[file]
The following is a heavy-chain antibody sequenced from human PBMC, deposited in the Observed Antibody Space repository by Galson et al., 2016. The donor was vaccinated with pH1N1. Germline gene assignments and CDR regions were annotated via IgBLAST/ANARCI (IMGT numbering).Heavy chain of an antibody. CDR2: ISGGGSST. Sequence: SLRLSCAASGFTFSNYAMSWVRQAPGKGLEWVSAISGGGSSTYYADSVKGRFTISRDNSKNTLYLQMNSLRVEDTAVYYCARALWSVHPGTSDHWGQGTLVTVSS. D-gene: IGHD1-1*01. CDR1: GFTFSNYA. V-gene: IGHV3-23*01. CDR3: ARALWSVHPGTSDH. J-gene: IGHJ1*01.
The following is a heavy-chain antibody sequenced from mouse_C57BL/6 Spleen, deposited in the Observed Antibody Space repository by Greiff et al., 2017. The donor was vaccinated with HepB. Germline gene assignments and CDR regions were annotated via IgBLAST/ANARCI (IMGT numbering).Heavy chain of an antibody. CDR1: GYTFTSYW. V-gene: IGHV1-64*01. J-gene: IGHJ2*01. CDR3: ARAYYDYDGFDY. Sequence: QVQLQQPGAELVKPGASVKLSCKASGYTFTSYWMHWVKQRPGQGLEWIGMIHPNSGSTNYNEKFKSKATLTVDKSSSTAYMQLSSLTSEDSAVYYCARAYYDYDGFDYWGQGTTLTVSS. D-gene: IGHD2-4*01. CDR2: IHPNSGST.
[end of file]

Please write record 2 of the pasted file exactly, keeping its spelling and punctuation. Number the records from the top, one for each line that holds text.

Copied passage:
The following is a heavy-chain antibody sequenced from mouse_C57BL/6 Spleen, deposited in the Observed Antibody Space repository by Greiff et al., 2017. The donor was vaccinated with HepB. Germline gene assignments and CDR regions were annotated via IgBLAST/ANARCI (IMGT numbering).Heavy chain of an antibody. CDR1: GYTFTSYW. V-gene: IGHV1-64*01. J-gene: IGHJ2*01. CDR3: ARAYYDYDGFDY. Sequence: QVQLQQPGAELVKPGASVKLSCKASGYTFTSYWMHWVKQRPGQGLEWIGMIHPNSGSTNYNEKFKSKATLTVDKSSSTAYMQLSSLTSEDSAVYYCARAYYDYDGFDYWGQGTTLTVSS. D-gene: IGHD2-4*01. CDR2: IHPNSGST.